17 November 2005

On the Process

As I mentioned in my last post, I'd like to cover some of the questions that came up in the team meeting we had with O1. Mr. Yogi and I went around the room and handed the mic to every team member for the opportunity to ask any question concerning the Change process they were about to undergo. Here are some of them:

1. My understanding of the process is that the consultant will come in and analyze what is missing with us as a team and provide ways to fill those gaps?

"That is not correct. Let me make it clear that you are the expert. All the answers to your own problems lie within each of you. I recently attended a meeting with the Canadian Management Consulting Organization and in their charter, they said that a consultant is the expert and provides solutions to solve team problems. I believe this definition is completely wrong. The role of a consultant is to facilitate a team, and be a guide using a systematic process where the members of the team themselves are inspired by it to come together and seek answers out of their own minds. This is the future. The beauty of our process is that you are the experts and are in total control over your action plans."

2. You talk about aligning the top executive team together so that their workload is reduced. Why would you do that since they are the driving force of the organization?

"We talk about reducing the workload and transferring it out to you the team. The advantages are that you get increased responsibilities and decision-making powers, and the top executive team has the luxury of seeking out new business markets, new strategies for the organization, and can map out their vision for the company. That is their job. They do not want to be bogged down by signing cheques and taking care of administrative duties, that steal precious time they can use for significantly increasing core business results."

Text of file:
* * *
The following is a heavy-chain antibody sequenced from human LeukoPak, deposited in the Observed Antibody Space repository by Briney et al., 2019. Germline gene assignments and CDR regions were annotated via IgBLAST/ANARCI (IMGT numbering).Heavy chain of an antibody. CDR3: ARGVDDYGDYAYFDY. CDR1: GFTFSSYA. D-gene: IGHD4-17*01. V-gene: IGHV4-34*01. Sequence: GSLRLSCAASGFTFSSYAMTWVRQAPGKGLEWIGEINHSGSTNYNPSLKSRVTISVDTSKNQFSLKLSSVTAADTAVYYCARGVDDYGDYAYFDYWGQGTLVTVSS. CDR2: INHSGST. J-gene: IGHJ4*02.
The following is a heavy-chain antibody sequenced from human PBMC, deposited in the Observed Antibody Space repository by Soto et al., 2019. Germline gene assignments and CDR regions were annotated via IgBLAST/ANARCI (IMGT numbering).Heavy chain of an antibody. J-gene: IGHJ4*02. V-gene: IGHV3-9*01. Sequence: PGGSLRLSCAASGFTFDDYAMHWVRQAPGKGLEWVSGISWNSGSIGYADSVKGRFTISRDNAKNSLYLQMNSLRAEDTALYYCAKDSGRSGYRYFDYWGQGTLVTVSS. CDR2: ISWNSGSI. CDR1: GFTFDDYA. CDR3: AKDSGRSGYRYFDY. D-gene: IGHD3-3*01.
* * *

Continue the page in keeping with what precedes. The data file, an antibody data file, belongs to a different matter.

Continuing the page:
3. What would happen if in the middle of our Change Process, a key member of our team decides to resign from our organization?

"What a great question! Now we certainly don't want resignations at your organization. This is a perfect example of one of the things we can talk about in our retreat. Let's plan on making everyone aware of each others' work so that the next best person is ready to take over if a person leaves. However, our process up until the retreat serves the function of preparing the team to make long-lasting changes to themselves and for the organization and their team. In my experience of 40 years, the excitement of imminent long-lasting change usually motivates team members to stay throughout our process. I once had a case where 20 executives had already handed in their resignations. They all decided to stay after the Change Process I facilitated. That's how excited they became."

After this meeting, I read all the team member comments about the changes they would like to see in (i) the top team (ii) the organization as a whole, and (iii) customer relations and satisfaction. I then highlighted the common issues and created a questionnaire, which will be the interview questions making up the individual interview for each team member. Come interview time, each team member gets their questions in advance so they know what's coming to them. There will be no surprises.


Post a Comment

<< Home